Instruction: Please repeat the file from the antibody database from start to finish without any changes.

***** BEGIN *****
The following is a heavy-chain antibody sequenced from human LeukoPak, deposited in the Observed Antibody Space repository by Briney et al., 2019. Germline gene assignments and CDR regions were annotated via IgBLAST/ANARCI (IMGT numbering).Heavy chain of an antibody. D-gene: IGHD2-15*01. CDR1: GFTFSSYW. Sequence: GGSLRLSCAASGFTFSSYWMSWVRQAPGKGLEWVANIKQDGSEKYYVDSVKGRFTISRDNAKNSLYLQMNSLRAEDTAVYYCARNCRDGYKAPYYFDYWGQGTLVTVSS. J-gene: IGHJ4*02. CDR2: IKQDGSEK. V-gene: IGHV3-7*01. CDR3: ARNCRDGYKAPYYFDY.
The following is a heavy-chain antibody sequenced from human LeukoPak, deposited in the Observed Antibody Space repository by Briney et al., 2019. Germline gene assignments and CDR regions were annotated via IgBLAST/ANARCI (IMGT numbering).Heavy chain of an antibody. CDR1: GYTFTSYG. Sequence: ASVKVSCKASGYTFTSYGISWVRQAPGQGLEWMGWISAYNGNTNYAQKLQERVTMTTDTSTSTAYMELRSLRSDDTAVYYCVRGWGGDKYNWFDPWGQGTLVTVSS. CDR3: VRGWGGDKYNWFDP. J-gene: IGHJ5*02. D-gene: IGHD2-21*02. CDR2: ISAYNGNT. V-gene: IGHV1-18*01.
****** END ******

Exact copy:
The following is a heavy-chain antibody sequenced from human LeukoPak, deposited in the Observed Antibody Space repository by Briney et al., 2019. Germline gene assignments and CDR regions were annotated via IgBLAST/ANARCI (IMGT numbering).Heavy chain of an antibody. D-gene: IGHD2-15*01. CDR1: GFTFSSYW. Sequence: GGSLRLSCAASGFTFSSYWMSWVRQAPGKGLEWVANIKQDGSEKYYVDSVKGRFTISRDNAKNSLYLQMNSLRAEDTAVYYCARNCRDGYKAPYYFDYWGQGTLVTVSS. J-gene: IGHJ4*02. CDR2: IKQDGSEK. V-gene: IGHV3-7*01. CDR3: ARNCRDGYKAPYYFDY.
The following is a heavy-chain antibody sequenced from human LeukoPak, deposited in the Observed Antibody Space repository by Briney et al., 2019. Germline gene assignments and CDR regions were annotated via IgBLAST/ANARCI (IMGT numbering).Heavy chain of an antibody. CDR1: GYTFTSYG. Sequence: ASVKVSCKASGYTFTSYGISWVRQAPGQGLEWMGWISAYNGNTNYAQKLQERVTMTTDTSTSTAYMELRSLRSDDTAVYYCVRGWGGDKYNWFDPWGQGTLVTVSS. CDR3: VRGWGGDKYNWFDP. J-gene: IGHJ5*02. D-gene: IGHD2-21*02. CDR2: ISAYNGNT. V-gene: IGHV1-18*01.